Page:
Our parents and previous generations inspired us to love wildlife and wild places, from taking us fishing to showing us our first caterpillar in the backyard, and they have made efforts to protect this outdoor heritage for us. We have a lot to be thankful for. Generations past and present have worked to raise awareness about threatened species and advocated for smart conservation policies and initiatives to help species like the North American river otter and the pronghorn, once threatened, be able to now thrive.
Climate change is threatening the wildlife legacy we leave for our children. Our changing climate has been impacting young wildlife, essential breeding habitat, and threatening the survival of future generations of wildlife. Puffins in the north are seeing a decreased food supply with the warming ocean temperatures. Monarch butterflies are experiencing disruptions in migratory patterns due to warmer weather. Sea turtles are struggling with rising sea levels. Many other species and their young are feeling the impacts of climate change.
We have an obligation to our children and future generations to address carbon pollution that causes climate change and threatens our wildlife and wild places. It is up to us to preserve our wildlife heritage – for our children’s future.
We must move away from the current reliance on fossil fuels and invest in clean energy solutions that do not pollute. Fortunately, we have the tools and know-how to start making this transition today.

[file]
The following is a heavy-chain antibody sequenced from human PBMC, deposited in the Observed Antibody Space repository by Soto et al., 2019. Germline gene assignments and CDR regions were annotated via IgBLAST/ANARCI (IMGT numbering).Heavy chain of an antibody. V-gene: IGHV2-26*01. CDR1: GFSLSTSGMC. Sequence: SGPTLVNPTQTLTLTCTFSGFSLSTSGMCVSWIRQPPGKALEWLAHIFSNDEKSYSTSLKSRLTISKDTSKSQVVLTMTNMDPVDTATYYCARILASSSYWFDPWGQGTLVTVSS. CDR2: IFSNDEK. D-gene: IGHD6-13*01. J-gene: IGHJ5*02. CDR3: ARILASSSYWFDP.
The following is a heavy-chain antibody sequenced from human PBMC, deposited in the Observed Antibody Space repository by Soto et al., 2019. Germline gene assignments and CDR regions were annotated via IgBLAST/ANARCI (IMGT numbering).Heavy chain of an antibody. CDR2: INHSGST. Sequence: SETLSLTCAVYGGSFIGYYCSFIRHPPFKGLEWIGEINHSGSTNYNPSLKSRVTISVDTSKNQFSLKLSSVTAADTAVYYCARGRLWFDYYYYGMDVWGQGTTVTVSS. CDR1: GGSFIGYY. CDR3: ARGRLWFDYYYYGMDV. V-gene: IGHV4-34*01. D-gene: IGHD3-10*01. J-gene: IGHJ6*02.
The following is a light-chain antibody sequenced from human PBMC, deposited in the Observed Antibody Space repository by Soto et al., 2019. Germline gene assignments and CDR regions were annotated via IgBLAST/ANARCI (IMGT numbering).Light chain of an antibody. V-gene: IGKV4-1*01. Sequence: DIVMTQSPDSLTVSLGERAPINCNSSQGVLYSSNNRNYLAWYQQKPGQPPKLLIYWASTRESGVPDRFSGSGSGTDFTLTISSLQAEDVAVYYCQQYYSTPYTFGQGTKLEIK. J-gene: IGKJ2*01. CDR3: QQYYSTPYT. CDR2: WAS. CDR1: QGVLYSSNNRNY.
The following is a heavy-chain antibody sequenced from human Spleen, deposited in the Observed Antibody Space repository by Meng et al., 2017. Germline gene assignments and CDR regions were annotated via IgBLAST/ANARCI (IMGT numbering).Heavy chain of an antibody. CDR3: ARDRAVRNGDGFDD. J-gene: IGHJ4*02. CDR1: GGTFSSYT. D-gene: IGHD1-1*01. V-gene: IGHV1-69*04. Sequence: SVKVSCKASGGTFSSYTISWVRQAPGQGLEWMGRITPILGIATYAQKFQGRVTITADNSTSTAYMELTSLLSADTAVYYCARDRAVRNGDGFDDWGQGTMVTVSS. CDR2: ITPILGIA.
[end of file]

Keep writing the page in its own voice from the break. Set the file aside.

We can protect the next generation of wildlife, by:
The National Wildlife® Photo Contest celebrates the power of photography to advance conservation and connect people with wildlife and the outdoors.Enter Today
President and CEO Collin O’Mara reveals in a TEDx Talk why it is essential to connect our children and future generations with wildlife and the outdoors—and how doing so is good for our health, economy, and environment.Watch Now
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More than one-third of U.S. fish and wildlife species are at risk of extinction in the coming decades. We're on the ground in seven regions across the country, collaborating with 53 state and territory affiliates to reverse the crisis and ensure wildlife thrive.